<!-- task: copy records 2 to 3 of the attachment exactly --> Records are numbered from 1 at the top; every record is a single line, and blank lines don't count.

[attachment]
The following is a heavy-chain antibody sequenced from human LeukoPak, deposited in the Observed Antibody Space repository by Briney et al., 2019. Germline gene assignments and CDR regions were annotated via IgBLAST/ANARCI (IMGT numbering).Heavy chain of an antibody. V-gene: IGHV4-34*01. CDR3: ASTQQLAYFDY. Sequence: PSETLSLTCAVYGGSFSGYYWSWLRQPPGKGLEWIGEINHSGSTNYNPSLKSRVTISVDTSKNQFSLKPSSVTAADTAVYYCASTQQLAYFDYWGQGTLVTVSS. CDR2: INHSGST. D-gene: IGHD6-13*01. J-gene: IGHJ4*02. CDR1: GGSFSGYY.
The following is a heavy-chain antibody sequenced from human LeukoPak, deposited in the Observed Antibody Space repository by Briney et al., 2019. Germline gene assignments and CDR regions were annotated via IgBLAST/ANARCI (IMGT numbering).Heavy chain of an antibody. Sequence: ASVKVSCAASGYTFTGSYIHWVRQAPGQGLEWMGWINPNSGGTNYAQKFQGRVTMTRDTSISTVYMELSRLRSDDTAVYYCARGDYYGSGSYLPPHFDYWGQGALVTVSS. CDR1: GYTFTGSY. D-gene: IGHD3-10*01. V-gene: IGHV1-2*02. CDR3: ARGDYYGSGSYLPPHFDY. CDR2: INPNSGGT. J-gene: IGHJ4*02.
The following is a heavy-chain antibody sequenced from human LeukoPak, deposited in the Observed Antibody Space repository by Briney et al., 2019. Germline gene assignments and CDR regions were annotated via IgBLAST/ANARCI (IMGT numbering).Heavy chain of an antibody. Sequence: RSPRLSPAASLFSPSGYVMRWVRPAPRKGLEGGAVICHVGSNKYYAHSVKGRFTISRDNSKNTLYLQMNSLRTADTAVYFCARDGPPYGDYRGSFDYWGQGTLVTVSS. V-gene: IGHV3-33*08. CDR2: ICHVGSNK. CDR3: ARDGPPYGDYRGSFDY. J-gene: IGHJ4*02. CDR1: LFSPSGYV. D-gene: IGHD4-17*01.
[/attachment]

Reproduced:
The following is a heavy-chain antibody sequenced from human LeukoPak, deposited in the Observed Antibody Space repository by Briney et al., 2019. Germline gene assignments and CDR regions were annotated via IgBLAST/ANARCI (IMGT numbering).Heavy chain of an antibody. Sequence: ASVKVSCAASGYTFTGSYIHWVRQAPGQGLEWMGWINPNSGGTNYAQKFQGRVTMTRDTSISTVYMELSRLRSDDTAVYYCARGDYYGSGSYLPPHFDYWGQGALVTVSS. CDR1: GYTFTGSY. D-gene: IGHD3-10*01. V-gene: IGHV1-2*02. CDR3: ARGDYYGSGSYLPPHFDY. CDR2: INPNSGGT. J-gene: IGHJ4*02.
The following is a heavy-chain antibody sequenced from human LeukoPak, deposited in the Observed Antibody Space repository by Briney et al., 2019. Germline gene assignments and CDR regions were annotated via IgBLAST/ANARCI (IMGT numbering).Heavy chain of an antibody. Sequence: RSPRLSPAASLFSPSGYVMRWVRPAPRKGLEGGAVICHVGSNKYYAHSVKGRFTISRDNSKNTLYLQMNSLRTADTAVYFCARDGPPYGDYRGSFDYWGQGTLVTVSS. V-gene: IGHV3-33*08. CDR2: ICHVGSNK. CDR3: ARDGPPYGDYRGSFDY. J-gene: IGHJ4*02. CDR1: LFSPSGYV. D-gene: IGHD4-17*01.